Sample collection and cell labeling for the main experiment

Surface water samples were collected from the Gulf of Maine (43°50′40″N 69°38′27″W) and the freshwater, mesotrophic Damariscotta Lake (44°10′38″N 69°29′12″W) in Maine, USA, on July 19, 2009 and analyzed within two hours of storage at in situ temperature in the dark. Water samples were pre-screened through a 70 µm mesh-size cell strainer (BD) and the bacterioplankton cells were labeled, in parallel, using the following fluorescent probes, for subsequent single cell sorting:

  1. Fluoresceinamine-labeled polysaccharides laminarin and xylan (4 µM final concentration, 20–60 min incubation), which were obtained as described above. Only particles with low light side scatter, likely corresponding to individual prokaryote cells, were sorted.
  2. SYTO-9 DNA stain (Invitrogen; 5 µM final concentration; 10–120 min incubation) to label all bacterioplankton cells [15]. The high and low nucleic acid content cells of prokaryotes (HNA and LNA) were sorted and processed separately.
  3. The 5-cyano-2,3-ditolyltetrazolium chloride (CTC; Sigma; 5 mM final concentration; 60 min incubation) for detection of prokaryotes with active electron transport system (ETS), indicative of cell's viability [21].
  4. The carboxyfluorescein diacetate (CFDA; Invitrogen; 10 uM final concentration; 20–60 min incubation) for detection of prokaryotes with intracellular esterase activity, as another proxy of cell's viability [23].

No specific permits were required for the described field studies.

Single cell sorting, whole genome amplification and PCR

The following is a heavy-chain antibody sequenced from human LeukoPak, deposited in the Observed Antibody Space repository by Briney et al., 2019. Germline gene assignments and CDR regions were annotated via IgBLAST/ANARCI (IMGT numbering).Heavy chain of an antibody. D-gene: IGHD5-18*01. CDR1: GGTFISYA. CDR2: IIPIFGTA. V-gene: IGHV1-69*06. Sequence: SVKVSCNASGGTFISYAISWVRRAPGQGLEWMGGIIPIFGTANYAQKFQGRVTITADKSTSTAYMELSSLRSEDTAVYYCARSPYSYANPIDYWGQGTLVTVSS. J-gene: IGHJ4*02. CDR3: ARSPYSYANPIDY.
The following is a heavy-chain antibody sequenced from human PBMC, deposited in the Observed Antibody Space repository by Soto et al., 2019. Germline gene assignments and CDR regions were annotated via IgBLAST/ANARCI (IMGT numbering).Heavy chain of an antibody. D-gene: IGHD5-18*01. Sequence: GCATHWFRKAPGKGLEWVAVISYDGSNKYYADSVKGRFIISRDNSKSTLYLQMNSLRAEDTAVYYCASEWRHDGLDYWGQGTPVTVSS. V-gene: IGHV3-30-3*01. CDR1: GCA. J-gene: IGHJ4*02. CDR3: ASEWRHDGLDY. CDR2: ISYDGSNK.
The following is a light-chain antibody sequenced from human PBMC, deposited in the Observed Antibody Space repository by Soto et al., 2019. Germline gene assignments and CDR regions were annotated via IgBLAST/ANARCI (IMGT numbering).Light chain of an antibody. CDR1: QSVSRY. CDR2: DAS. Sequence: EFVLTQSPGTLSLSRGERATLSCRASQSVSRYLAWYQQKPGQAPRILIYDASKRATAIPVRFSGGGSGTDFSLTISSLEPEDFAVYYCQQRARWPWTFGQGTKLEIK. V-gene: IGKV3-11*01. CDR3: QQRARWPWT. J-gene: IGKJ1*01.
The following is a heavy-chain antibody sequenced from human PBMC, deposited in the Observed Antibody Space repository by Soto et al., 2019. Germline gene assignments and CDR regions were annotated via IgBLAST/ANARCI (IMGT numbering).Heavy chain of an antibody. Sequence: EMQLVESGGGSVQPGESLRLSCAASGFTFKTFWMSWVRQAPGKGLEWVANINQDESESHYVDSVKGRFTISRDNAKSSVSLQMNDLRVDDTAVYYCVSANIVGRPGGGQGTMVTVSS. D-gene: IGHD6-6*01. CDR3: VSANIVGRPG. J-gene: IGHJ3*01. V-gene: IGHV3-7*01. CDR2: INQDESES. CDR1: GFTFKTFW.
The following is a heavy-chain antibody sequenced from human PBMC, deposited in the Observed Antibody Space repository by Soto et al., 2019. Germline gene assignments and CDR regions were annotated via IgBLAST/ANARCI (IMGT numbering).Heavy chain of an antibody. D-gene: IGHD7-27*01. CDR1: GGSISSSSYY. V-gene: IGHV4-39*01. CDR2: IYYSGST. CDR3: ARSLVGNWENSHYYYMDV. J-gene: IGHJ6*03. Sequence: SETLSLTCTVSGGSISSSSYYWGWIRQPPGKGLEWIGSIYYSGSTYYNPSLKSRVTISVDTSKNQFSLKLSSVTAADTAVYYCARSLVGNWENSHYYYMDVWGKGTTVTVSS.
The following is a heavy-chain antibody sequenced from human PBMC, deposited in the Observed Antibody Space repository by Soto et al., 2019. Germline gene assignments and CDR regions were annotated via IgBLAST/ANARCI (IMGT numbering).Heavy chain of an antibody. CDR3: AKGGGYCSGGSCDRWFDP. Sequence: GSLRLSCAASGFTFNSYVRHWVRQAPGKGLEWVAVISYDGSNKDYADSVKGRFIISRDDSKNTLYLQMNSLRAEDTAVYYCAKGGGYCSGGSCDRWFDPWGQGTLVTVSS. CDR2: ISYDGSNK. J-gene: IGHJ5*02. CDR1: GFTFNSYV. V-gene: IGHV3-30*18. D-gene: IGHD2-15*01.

Microbial cells were sorted with a MoFlo™ (Beckman Coulter) flow cytometer equipped with a CyClone™ robotic arm for droplet deposition into 384-well plates. The cytometer was triggered on side scatter. The “single 1 drop" mode was used for maximal sort purity, which ensures the absence of non-target particles within the target cell drop and the adjacent drops. Under these sorting conditions, sorted drops contain a few 10's of pL of sample surrounding the target cell [42], so non-target DNA is very low or absent. The accuracy of 10 µm fluorescent bead deposition into the 384-well plates was verified by microscopically examining the presence of beads in the plate wells. Of the 2–3 plates examined each sort day, <2% wells were found to not contain a bead and only <0.5% wells were found to contain more than one bead, indicating very high purity of single cells. In addition, we verified the lack of DNA contamination in the sheath fluid and in sheath fluid lines by performing real-time multiple displacement amplification with the processed sheath fluid as the template.